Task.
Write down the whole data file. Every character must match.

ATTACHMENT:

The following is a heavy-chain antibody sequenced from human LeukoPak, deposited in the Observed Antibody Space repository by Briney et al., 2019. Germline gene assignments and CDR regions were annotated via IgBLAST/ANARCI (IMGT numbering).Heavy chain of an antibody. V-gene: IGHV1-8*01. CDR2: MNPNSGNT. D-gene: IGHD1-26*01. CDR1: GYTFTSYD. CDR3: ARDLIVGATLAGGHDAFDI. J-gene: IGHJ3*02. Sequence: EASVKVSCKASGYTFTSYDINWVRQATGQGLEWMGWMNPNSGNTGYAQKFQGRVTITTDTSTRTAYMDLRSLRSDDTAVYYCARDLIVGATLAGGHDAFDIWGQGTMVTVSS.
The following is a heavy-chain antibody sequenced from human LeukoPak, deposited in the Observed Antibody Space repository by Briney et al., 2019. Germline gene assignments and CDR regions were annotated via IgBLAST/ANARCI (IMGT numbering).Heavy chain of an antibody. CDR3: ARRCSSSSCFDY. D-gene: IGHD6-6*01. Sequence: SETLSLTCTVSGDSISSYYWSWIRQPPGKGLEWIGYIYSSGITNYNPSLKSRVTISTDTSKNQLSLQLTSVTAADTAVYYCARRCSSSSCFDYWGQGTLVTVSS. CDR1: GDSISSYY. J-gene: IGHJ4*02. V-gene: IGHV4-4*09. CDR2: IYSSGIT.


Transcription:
The following is a heavy-chain antibody sequenced from human LeukoPak, deposited in the Observed Antibody Space repository by Briney et al., 2019. Germline gene assignments and CDR regions were annotated via IgBLAST/ANARCI (IMGT numbering).Heavy chain of an antibody. V-gene: IGHV1-8*01. CDR2: MNPNSGNT. D-gene: IGHD1-26*01. CDR1: GYTFTSYD. CDR3: ARDLIVGATLAGGHDAFDI. J-gene: IGHJ3*02. Sequence: EASVKVSCKASGYTFTSYDINWVRQATGQGLEWMGWMNPNSGNTGYAQKFQGRVTITTDTSTRTAYMDLRSLRSDDTAVYYCARDLIVGATLAGGHDAFDIWGQGTMVTVSS.
The following is a heavy-chain antibody sequenced from human LeukoPak, deposited in the Observed Antibody Space repository by Briney et al., 2019. Germline gene assignments and CDR regions were annotated via IgBLAST/ANARCI (IMGT numbering).Heavy chain of an antibody. CDR3: ARRCSSSSCFDY. D-gene: IGHD6-6*01. Sequence: SETLSLTCTVSGDSISSYYWSWIRQPPGKGLEWIGYIYSSGITNYNPSLKSRVTISTDTSKNQLSLQLTSVTAADTAVYYCARRCSSSSCFDYWGQGTLVTVSS. CDR1: GDSISSYY. J-gene: IGHJ4*02. V-gene: IGHV4-4*09. CDR2: IYSSGIT.